FOR taking more refugees

AGAINST taking more refugees


As Europe’s Post-War unity, democracy and basic rights come under unprecedented threat, we need more than ever to stand up for our values. Compassion, solidarity, respect for the needy and for minorities, and application of the rule of law are vital. The Geneva Convention on Refugees and other international agreements clearly commit European governments to respect and protect refugees. Violation of such commitments undermines international law and respect for a rules-based world order. Failure to protect families threatened by war, massacre and oppression will erode core values at the heart of European civilisation.


One day, peace will return to Syria, Iraq and other nations whose citizens are fleeing war and oppression. When that day comes, those countries will need the refugees to return and rebuild. The more refugees become settled down far from their homelands, the less likely they will go back to join that vital reconstruction effort. Before the war, Syria had 31,000 doctors. Now more than half are believed to have fled, many treating patients in Europe. Iraq complains of a serious brain drain as its skilled young professionals form the vanguard of those seeking a new life in the West. Rather than welcoming refugees for re-settlement in Europe, governments should be investing in the long-term future of countries like Syria and Iraq by working for peace and security there, and increasing support for refugees camped in neighbouring countries. We should ensure they have decent living conditions with access to training, education and work opportunities to prepare for the day when they can return to rebuild their homelands.


The idea that shutting out refugees will bolster Europe’s security is a dangerous illusion. Closing the door to those fleeing violence will increase antagonism, alienation and anti-Western sentiment. Abandoning refugees to kick their heels in Middle Eastern camps will allow resentment to fester and increase the risk they fall prey to extremist recruiters. Ensuring their integration into European society, providing training and opportunities will reduce the danger of them turning to the dark side. Many will eventually return home with an understanding and respect for European values and help build new societies there. Daesh is trying to smuggle operatives into Europe among refugees from Syria, so vigilance is needed, but an over-reaction will be counter-productive. Almost all jihadi terror attacks in Europe have been planned and executed by European citizens or residents. In the United States, the number of refugees admitted since 1980 is 3 million; the number implicated in a fatal terrorist attack since then is zero.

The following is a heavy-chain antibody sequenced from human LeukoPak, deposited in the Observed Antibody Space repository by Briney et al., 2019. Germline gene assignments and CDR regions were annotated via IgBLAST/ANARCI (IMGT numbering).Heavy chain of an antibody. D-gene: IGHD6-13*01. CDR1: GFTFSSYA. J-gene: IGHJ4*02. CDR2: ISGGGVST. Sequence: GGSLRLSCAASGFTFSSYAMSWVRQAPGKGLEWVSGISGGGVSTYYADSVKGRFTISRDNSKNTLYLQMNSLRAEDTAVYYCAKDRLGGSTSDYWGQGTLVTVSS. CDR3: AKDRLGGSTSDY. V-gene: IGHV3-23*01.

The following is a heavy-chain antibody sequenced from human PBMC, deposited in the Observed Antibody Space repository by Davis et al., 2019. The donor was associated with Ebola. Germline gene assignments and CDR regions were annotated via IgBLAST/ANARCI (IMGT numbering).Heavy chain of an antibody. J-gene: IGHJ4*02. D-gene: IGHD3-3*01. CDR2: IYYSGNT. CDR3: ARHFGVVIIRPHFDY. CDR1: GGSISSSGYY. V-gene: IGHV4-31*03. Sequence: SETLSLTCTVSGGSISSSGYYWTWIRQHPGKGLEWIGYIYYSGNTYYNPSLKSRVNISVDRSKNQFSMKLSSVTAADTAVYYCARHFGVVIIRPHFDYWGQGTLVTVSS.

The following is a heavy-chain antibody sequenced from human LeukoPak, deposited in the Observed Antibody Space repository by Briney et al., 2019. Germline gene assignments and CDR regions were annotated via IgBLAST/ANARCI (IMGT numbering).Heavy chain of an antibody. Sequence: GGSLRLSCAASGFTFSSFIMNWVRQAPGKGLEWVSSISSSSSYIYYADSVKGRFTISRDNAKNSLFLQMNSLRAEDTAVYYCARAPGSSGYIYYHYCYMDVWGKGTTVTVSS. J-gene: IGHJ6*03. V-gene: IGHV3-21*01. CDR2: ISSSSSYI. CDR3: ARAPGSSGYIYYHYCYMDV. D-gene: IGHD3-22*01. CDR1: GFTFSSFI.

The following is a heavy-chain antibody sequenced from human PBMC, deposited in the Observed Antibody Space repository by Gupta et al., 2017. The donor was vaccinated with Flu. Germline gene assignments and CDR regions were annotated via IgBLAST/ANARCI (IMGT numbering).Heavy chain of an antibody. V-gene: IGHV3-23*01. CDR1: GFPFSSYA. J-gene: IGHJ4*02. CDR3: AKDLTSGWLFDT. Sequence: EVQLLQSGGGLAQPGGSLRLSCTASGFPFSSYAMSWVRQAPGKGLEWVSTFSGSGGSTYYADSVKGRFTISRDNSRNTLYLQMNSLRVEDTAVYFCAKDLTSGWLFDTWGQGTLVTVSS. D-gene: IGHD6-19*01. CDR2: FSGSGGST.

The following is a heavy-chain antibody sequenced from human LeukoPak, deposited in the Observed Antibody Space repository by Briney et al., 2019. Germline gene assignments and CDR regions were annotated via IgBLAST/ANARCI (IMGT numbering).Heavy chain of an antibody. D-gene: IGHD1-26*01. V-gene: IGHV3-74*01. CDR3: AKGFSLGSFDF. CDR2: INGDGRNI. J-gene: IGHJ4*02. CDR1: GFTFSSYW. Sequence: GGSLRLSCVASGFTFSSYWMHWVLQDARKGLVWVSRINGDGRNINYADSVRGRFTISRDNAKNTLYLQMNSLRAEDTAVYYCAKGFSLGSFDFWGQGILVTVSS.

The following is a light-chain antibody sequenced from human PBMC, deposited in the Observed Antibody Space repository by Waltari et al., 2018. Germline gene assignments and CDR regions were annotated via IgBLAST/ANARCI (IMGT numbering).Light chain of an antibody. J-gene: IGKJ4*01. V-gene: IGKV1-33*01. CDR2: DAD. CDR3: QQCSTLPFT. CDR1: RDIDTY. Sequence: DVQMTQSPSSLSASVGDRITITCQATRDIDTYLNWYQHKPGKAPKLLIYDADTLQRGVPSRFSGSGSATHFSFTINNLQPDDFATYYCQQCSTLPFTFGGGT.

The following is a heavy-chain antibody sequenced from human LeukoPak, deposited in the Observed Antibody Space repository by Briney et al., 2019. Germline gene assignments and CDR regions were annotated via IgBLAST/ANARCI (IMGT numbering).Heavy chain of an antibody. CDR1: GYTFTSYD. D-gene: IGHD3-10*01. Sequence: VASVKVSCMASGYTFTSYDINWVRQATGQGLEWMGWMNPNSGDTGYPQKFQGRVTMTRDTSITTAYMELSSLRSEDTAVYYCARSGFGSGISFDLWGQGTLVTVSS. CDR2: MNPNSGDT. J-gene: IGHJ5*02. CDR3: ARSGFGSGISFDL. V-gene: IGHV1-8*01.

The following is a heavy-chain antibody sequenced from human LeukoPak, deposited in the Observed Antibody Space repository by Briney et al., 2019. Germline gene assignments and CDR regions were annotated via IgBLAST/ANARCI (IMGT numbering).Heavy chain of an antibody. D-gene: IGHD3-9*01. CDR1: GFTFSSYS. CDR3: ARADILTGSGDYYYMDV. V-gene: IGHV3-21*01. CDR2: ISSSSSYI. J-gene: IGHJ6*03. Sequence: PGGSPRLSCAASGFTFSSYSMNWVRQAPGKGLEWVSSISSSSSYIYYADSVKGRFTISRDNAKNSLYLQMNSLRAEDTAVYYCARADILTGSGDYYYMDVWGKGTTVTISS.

Welcoming refugees is unpopular with voters. Letting more of them in is a gift for the demagogues challenging Europe’s democratic order. Voter unease with Chancellor Angela Merkel’s welcome for refugees has fuelled support for the anti-immigration Alternative for Germany (AfD) party. It scored significant successes in five state elections in 2016 by riding public angst over refugees, and threatens to become the biggest opposition party after September’s general election. Germany is not alone: populists across much of Europe and beyond have touted the spectre of refugees as terrorists, sex pests, disease carriers, threats to gay rights, Christian values, the welfare state and just about anything else that might win them votes. At a time when Europe’s democracy is facing grave dangers, the refugee influx must be curbed to reduce the risk of a lurch to the far-right.


In 1960, nations now making up the European Union had an average birth-rate of 2.6. In 2014, the rate had dropped to 1.4 children per woman, well below the 2.1 needed to keep the population from decline. Europe’s native population is shrinking fast. That means a declining workforce has to support more older people. The EU’s old-age dependency ratio is projected to rise from 27.8% to 50.1% by 2060. There are four solutions: persuade European women to have a lot more babies; raise retirement ages so we all keep working longer; increase taxes to pay pensions; or bring in more migrants. Refugees arriving in Europe are mostly young, willing to do work natives shun and equipped with skills the job market needs. History is full of refugees making successful contributions to their host countries – from successive waves of Europeans fleeing to the United States to escape persecution, to Vietnamese boat people in Australia, or Ugandan Asians in the UK. When the latter group fled to Britain in the 1970s, the reaction from many resembled today’s anti-refugee hysteria. Forty years later, a former teenage refugee turned businessman and legislator told parliament how Britons with south Asian roots make up 2.5% of the UK population but contribute 10% of its national output.


Europe is full. The European Union registered 1.2 million first-time asylum seekers in 2015, and a further 954,000 over the first nine months of 2016. It is simply too many. Our social services, housing departments, health systems and schools can’t cope with any more. The influx is concentrated in certain places, creating local tensions, and strains within communities. The absence of a workable re-distribution scheme within the EU, and the unwillingness of refugees to relocate, means some countries and regions are unfairly burdened – Germany and Sweden in particular. The arguments over where to locate incoming refugees places undue pressure on European solidarity. With Britain preparing to split and euro-hostile parties on the rise in other countries, the very fabric of the EU is under threat. It would be foolish to add to those strains by importing more refugees.

IMAGE CREDITS: CC / Flickr – World Bank